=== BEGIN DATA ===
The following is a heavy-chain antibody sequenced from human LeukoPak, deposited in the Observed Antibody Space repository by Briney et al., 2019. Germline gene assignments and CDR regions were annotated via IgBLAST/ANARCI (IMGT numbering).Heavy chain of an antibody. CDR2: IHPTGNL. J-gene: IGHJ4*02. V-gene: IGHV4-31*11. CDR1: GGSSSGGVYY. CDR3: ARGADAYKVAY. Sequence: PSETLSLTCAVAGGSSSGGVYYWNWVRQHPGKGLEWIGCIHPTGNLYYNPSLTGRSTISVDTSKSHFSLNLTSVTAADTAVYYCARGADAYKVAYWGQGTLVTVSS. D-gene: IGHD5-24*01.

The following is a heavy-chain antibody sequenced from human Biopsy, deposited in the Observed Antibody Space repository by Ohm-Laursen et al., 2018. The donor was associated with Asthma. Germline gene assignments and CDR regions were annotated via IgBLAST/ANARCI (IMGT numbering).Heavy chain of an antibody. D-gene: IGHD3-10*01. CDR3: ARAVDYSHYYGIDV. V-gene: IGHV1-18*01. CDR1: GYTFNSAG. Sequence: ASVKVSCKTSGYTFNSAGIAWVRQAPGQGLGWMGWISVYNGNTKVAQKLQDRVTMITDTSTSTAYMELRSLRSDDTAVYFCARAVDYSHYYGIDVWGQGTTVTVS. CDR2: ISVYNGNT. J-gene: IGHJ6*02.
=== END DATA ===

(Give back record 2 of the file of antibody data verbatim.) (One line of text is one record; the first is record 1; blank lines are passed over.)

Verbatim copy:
The following is a heavy-chain antibody sequenced from human Biopsy, deposited in the Observed Antibody Space repository by Ohm-Laursen et al., 2018. The donor was associated with Asthma. Germline gene assignments and CDR regions were annotated via IgBLAST/ANARCI (IMGT numbering).Heavy chain of an antibody. D-gene: IGHD3-10*01. CDR3: ARAVDYSHYYGIDV. V-gene: IGHV1-18*01. CDR1: GYTFNSAG. Sequence: ASVKVSCKTSGYTFNSAGIAWVRQAPGQGLGWMGWISVYNGNTKVAQKLQDRVTMITDTSTSTAYMELRSLRSDDTAVYFCARAVDYSHYYGIDVWGQGTTVTVS. CDR2: ISVYNGNT. J-gene: IGHJ6*02.